Coast Eclipse: Ring of Fire on Oct 14

If you haven’t heard yet, there’s a “ring of fire,” otherwise called an annular eclipse, coming to the Oregon Coast on October 14. The pathway of 2023 Annular Solar Eclipse includes a large portion of the south and central coast.

What is annular or annularity? According to NASA, the period when the moon passes completely in front of the sun (leaving a “ring” of Sun visible) is known as annularity, or second contact. The 2023 solar eclipse is not a total eclipse (as occurred in 2017), but one in which the outer edge of the sun remains visible while the moon covers the mid-portion of the sun. The result is a brilliant ring, often called a “ring of fire,” visible if you are inside the path of annular solar eclipse. On the Oregon Coast, the southern edge of the annular eclipse path will be near Langlois (just north of Port Orford), with the northern edge at Gleneden Beach (just south of Lincoln City).

The annular eclipse, or “ring of fire,” will begin at about 9:15 a.m. until approximately 9:19 a.m. Partial eclipse phases will occur an hour and 20 minutes before, and after, the annular phase, from approximately 8 a.m. until about 10:40 a.m. This unique spectacle will not occur again on the Oregon Coast until 2041.

Safely Viewing an Eclipse

Remember to wear protective eyewear, eclipse glasses, while viewing the event. DO NOT look at the sun at any point. Follow these tips on how to view a solar eclipse safely. Eclipse glasses are available at many locations, including visitor centers such as the Coos Bay Visitor Center (while supplies last).

Why wear glasses? During the eclipse phases, the sun shines brightly enough to damage eyes if viewed without a protective filter. Use only an approved solar filter that blocks dangerous ultraviolet and infrared radiation as well as visible light.

Watch Tips

  • Plan ahead
  • Find, purchase, and wear protective eyewear that is approved for eclipse viewing
  • Check the weather
  • Find a location that is ideal for viewing: The eclipse occurs in the morning on the Oregon Coast, so remember that the sun will be low in the eastern sky, at only about five degrees above the horizon at the start of the partial phase and about 17 degrees during annularity. Observers will need to find a location free of tall buildings, trees, and terrain (such as deep canyons) in the direction of the sun.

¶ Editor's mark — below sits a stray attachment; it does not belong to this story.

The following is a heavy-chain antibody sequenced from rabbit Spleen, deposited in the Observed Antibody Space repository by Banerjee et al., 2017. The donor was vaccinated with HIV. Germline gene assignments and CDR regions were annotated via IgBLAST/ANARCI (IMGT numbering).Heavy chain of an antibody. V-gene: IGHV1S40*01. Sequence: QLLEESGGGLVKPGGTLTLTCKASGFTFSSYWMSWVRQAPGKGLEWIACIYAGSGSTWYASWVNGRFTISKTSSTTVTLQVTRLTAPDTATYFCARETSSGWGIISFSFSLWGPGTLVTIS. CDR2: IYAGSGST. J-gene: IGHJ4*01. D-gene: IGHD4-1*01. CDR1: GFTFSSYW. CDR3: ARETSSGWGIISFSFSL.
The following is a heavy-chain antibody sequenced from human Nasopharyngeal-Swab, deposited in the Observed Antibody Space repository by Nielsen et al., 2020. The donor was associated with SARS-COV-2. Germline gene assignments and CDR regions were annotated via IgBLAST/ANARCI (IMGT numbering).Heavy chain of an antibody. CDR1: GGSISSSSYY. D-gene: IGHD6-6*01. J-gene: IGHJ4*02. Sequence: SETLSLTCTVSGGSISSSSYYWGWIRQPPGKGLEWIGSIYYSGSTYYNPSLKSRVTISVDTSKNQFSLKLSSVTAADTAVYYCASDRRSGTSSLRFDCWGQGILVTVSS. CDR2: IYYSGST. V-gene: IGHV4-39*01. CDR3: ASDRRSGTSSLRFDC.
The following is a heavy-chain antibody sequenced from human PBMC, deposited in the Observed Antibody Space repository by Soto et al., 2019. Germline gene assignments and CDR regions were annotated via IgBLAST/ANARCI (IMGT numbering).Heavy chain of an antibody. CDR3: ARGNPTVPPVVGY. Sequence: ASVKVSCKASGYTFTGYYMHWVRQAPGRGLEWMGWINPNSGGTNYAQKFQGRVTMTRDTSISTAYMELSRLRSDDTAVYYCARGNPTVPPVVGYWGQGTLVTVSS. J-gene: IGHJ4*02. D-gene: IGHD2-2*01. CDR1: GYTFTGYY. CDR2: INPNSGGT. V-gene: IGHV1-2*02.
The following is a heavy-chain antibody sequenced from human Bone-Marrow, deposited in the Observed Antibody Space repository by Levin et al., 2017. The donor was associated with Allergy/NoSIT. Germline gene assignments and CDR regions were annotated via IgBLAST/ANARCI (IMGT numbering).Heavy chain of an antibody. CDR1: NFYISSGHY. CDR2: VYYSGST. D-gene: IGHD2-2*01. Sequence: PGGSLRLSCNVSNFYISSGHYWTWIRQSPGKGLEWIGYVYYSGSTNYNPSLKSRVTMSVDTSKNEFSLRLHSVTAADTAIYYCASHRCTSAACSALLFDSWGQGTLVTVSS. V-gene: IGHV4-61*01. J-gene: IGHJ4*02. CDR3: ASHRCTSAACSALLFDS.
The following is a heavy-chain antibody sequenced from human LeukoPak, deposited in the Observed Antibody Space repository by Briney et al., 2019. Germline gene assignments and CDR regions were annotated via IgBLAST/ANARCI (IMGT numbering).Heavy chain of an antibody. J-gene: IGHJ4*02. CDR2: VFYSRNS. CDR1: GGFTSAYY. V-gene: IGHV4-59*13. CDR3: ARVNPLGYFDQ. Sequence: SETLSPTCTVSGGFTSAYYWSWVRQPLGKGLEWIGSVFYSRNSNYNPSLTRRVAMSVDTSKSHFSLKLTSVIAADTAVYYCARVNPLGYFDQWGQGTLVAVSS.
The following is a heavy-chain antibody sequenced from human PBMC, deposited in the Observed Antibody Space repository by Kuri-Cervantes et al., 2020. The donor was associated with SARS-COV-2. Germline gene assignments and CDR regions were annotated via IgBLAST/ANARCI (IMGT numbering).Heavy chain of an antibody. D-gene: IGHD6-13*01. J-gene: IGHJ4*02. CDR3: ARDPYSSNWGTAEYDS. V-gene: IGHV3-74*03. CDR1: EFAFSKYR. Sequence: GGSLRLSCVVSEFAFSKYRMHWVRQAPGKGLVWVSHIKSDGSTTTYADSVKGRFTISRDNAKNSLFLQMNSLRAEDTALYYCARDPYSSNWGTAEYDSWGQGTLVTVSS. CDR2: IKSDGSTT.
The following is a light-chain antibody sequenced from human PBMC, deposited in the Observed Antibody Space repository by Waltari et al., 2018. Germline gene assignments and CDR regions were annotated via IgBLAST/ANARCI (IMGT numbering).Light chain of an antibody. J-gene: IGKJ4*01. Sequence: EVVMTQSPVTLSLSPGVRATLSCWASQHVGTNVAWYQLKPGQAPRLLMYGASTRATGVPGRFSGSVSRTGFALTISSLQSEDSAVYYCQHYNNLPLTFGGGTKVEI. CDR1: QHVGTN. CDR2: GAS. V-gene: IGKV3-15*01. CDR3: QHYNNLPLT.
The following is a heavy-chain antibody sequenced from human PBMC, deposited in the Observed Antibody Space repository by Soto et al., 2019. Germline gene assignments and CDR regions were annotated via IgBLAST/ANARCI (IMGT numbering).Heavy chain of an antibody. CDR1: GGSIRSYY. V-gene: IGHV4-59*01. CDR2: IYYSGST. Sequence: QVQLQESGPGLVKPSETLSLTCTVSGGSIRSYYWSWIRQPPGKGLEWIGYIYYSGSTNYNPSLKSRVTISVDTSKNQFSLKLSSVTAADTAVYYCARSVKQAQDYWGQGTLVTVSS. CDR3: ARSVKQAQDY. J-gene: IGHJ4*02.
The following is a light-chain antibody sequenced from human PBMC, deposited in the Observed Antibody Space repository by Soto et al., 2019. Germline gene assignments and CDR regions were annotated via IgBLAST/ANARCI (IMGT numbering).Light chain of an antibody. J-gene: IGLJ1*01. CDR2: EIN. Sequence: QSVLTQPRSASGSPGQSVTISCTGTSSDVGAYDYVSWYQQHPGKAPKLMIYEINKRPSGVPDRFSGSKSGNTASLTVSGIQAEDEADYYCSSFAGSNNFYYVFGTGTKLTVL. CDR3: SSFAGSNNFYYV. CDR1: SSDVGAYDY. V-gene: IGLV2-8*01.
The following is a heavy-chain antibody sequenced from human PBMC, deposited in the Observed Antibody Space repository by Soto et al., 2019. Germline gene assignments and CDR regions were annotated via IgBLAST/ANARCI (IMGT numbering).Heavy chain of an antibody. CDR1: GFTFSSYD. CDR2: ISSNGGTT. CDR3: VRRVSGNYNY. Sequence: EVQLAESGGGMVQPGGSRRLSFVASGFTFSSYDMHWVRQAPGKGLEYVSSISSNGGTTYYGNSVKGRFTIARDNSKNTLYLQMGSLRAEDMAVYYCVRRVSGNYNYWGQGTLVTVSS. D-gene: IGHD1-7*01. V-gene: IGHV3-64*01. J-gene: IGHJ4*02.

Special Events

October 10 at North Bend Public Library (6 p.m.): Eclipse Talk with Dr. Aaron Coyner, Southwestern Oregon Community College astrophysicist and NASA/JPL Solar System Ambassador. Dr. Coyner will give a talk on the upcoming eclipse and a general overview of the science behind eclipses. Attendees will also receive a free pair of glasses for safe viewing of the solar eclipse.

Events during the Eclipse on October 14

Yachats: Dark Days Solar Eclipse Music Festival at Yachats Commons

Florence: Circles in the Sand at Driftwood Shores

Reedsport: Eclipse Viewing Family Fun Festival at Rainbow Plaza

North Bend: Ring of Fire Revelry ECLIPSE Block Party. Festivities include face painting for kids, vendors, bands, and food trucks. Activities take place at Grant Circle, North Bend, 835 California Ave.

Coos Bay Area, Shore Acres State Park: Eclipse Party at Shore Acres State Park: Join rangers and astronomy educators from around the state who will have telescopes set up to look at the sun and sunspots. The event starts at 8 a.m. near the park’s Observation Building. The event is free, parking is $5 for day use. Carpooling recommended.

Bandon, Festival of Light Watch Party: Head to Bullards Beach, just north of the Coquille River Lighthouse, just before the partial eclipse begins at 8:05 a.m. Bring your eclipse glasses and enjoy the stunning landscapes of the sea stacks off the coastline.

Photo credit: Credits: NASA/Bill Dunford